By WCS InFocus
Not many schools have a room on their campus that is dedicated entirely to hands-on learning experiences, but Chapman’s Retreat Elementary School in Spring Hill has just that in their very own STEM lab.
Science, Technology, Engineering and Math, or STEM, encourages children to learn using their hands and their minds as they engineer all sorts of projects from paper towers to helicopters.
“In class, you just sit down and do worksheets and listen,” CRES fifth grade student Ashleia Coble said. “In STEM lab, you really get to build stuff and put your hands on things. I like getting my hands dirty and working on things.”
STEM education is considered vital to U.S. innovation. By next year, an estimated 8 million STEM related jobs will be available in the United States, but, according to Teach for America, “the vast majority of U.S. students will be unprepared to fill them.”
Preparing them to learn starts at the elementary school level, especially for children from low-income families. According to Teach for America, only 1 of 4 fourth graders with low-income backgrounds are proficient in math, and only 1 of 6 are proficient in science.
Chapman’s Retreat is able to maintain a year-round STEM Lab where classes can visit to take part in some hands-on learning, which is often key for students who learn better when they can see something in action and build it with their own hands.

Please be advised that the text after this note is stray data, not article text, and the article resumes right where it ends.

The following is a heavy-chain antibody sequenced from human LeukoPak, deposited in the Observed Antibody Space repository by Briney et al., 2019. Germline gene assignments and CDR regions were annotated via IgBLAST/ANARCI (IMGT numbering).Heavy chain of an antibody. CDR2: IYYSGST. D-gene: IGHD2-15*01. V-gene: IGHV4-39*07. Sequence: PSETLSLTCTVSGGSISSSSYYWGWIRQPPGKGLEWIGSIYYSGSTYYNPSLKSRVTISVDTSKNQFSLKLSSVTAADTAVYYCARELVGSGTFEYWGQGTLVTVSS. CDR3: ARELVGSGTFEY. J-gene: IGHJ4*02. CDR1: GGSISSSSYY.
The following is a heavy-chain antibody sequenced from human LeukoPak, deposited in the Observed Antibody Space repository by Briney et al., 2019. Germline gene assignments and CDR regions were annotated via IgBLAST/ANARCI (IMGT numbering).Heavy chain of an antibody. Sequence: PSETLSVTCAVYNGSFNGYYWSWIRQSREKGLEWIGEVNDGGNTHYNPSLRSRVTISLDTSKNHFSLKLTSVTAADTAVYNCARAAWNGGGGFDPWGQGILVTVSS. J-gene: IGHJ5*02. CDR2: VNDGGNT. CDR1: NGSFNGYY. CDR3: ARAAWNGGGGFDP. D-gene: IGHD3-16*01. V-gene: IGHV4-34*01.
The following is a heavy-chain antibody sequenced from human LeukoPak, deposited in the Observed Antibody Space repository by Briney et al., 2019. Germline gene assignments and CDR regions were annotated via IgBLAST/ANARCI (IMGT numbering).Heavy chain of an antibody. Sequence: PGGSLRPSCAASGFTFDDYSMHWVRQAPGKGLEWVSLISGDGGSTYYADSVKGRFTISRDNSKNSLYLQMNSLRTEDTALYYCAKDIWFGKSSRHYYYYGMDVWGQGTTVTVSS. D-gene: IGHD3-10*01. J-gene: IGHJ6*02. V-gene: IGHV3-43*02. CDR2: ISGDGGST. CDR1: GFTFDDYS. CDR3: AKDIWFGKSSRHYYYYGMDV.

“You can get a concept in your head but once they actually put it down, it makes sense,” CRES Technology Teacher Assistant Jeanette Arnold said. “They can see it; they can touch it; and they can find out how it works.”
On April 5, fifth grade students were in the STEM lab building cars with the intent of creating the fastest one.
While building a speedy car was the task of the day, it is far from the only project they have done in STEM lab this year.
“We’ve built helicopters, pipe cleaner towers, bridges, rockets, airplanes, cars and some other things,” Coble said.
No matter what the project of the day is, students in the STEM lab seem to approach it with enthusiasm.
“The hands-on part gets them excited,” Arnold said. “They get to do something fun here that doesn’t feel like school.”